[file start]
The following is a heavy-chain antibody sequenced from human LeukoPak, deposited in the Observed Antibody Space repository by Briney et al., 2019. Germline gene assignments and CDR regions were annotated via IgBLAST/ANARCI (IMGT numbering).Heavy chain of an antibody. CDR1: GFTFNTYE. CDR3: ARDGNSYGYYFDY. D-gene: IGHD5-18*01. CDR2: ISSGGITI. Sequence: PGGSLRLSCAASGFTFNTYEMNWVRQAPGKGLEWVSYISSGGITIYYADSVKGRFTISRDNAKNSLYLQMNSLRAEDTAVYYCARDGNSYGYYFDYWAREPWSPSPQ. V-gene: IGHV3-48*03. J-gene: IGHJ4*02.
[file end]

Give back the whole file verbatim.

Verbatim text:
The following is a heavy-chain antibody sequenced from human LeukoPak, deposited in the Observed Antibody Space repository by Briney et al., 2019. Germline gene assignments and CDR regions were annotated via IgBLAST/ANARCI (IMGT numbering).Heavy chain of an antibody. CDR1: GFTFNTYE. CDR3: ARDGNSYGYYFDY. D-gene: IGHD5-18*01. CDR2: ISSGGITI. Sequence: PGGSLRLSCAASGFTFNTYEMNWVRQAPGKGLEWVSYISSGGITIYYADSVKGRFTISRDNAKNSLYLQMNSLRAEDTAVYYCARDGNSYGYYFDYWAREPWSPSPQ. V-gene: IGHV3-48*03. J-gene: IGHJ4*02.